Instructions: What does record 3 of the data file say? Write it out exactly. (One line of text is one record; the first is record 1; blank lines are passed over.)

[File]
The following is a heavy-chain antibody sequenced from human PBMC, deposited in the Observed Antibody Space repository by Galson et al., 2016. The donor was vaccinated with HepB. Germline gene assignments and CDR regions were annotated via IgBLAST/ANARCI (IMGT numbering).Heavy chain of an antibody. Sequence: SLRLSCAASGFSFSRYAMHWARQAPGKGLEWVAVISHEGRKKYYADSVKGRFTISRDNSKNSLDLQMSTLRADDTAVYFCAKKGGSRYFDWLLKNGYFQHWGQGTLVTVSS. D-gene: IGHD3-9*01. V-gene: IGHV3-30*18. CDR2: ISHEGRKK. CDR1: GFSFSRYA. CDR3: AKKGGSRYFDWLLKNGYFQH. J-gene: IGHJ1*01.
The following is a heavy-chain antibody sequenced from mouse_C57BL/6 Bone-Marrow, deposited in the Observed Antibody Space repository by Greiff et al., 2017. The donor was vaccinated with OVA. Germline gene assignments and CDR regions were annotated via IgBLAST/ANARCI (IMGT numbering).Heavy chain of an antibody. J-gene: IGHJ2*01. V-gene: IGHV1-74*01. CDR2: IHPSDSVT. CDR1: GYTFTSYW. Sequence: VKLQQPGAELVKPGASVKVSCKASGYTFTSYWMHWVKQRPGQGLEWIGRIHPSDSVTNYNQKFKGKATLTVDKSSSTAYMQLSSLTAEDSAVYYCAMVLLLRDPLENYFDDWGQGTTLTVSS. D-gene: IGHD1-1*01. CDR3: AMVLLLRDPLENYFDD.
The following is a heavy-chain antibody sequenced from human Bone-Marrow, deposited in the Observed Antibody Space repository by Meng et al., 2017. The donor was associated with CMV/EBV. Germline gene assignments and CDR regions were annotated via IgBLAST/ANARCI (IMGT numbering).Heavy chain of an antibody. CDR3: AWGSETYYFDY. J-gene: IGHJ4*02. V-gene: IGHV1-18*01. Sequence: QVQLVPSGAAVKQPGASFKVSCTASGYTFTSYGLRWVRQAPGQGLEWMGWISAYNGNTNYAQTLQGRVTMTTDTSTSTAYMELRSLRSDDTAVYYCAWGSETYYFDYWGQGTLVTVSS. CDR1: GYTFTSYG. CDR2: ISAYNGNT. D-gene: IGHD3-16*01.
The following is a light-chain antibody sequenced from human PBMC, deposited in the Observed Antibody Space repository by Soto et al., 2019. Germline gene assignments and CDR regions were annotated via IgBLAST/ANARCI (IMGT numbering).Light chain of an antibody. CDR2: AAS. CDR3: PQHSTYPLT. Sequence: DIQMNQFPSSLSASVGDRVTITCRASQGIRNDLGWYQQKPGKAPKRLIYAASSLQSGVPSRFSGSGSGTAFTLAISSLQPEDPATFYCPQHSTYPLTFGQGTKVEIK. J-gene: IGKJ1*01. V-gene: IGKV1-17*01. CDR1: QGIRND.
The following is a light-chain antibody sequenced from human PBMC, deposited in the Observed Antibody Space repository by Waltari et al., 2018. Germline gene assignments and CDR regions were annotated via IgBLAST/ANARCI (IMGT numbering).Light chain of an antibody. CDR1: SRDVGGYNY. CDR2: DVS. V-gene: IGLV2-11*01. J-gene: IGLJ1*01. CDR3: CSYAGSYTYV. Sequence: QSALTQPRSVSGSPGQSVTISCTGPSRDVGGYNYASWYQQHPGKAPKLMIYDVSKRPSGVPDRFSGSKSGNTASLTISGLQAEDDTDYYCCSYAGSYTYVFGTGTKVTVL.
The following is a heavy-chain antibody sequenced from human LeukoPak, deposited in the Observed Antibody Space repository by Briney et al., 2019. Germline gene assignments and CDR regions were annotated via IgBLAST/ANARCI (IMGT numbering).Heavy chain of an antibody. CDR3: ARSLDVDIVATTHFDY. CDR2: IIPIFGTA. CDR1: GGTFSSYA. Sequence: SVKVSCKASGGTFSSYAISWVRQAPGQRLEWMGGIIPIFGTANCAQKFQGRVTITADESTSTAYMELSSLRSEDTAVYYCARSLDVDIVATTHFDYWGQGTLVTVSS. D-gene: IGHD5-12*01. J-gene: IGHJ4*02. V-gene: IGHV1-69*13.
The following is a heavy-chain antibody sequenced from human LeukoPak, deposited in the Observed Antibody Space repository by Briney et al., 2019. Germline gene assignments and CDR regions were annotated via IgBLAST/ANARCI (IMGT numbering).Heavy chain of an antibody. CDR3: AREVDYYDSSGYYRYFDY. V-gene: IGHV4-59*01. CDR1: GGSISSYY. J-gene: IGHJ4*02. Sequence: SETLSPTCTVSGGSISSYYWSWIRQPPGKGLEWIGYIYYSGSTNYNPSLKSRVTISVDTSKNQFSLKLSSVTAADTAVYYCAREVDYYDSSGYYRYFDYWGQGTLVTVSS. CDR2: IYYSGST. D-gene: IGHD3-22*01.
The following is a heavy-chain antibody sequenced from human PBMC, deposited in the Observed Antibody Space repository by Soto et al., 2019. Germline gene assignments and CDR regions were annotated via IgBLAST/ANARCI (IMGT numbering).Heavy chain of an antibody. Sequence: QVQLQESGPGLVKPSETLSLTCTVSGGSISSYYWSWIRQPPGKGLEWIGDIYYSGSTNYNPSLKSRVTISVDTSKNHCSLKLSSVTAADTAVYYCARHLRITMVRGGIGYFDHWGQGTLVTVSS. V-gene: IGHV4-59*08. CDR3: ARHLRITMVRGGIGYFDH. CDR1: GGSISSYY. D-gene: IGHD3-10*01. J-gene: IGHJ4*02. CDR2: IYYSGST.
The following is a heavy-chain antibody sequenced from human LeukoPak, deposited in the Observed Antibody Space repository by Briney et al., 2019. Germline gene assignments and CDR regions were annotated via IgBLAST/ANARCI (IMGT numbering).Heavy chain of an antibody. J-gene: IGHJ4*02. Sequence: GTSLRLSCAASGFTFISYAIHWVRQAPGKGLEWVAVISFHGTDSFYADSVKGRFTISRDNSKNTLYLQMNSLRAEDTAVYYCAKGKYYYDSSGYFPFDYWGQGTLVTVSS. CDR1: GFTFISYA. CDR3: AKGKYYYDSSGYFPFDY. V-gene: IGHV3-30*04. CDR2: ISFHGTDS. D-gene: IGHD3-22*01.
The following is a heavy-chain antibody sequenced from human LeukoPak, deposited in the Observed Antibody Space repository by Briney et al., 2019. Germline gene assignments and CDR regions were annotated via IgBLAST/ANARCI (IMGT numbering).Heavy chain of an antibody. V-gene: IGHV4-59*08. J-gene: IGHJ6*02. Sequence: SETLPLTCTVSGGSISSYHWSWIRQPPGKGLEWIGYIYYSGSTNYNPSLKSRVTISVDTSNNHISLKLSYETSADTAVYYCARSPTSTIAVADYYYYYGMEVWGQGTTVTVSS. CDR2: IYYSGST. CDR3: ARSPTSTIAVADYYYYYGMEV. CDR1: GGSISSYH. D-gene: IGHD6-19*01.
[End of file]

The following is a heavy-chain antibody sequenced from human Bone-Marrow, deposited in the Observed Antibody Space repository by Meng et al., 2017. The donor was associated with CMV/EBV. Germline gene assignments and CDR regions were annotated via IgBLAST/ANARCI (IMGT numbering).Heavy chain of an antibody. CDR3: AWGSETYYFDY. J-gene: IGHJ4*02. V-gene: IGHV1-18*01. Sequence: QVQLVPSGAAVKQPGASFKVSCTASGYTFTSYGLRWVRQAPGQGLEWMGWISAYNGNTNYAQTLQGRVTMTTDTSTSTAYMELRSLRSDDTAVYYCAWGSETYYFDYWGQGTLVTVSS. CDR1: GYTFTSYG. CDR2: ISAYNGNT. D-gene: IGHD3-16*01.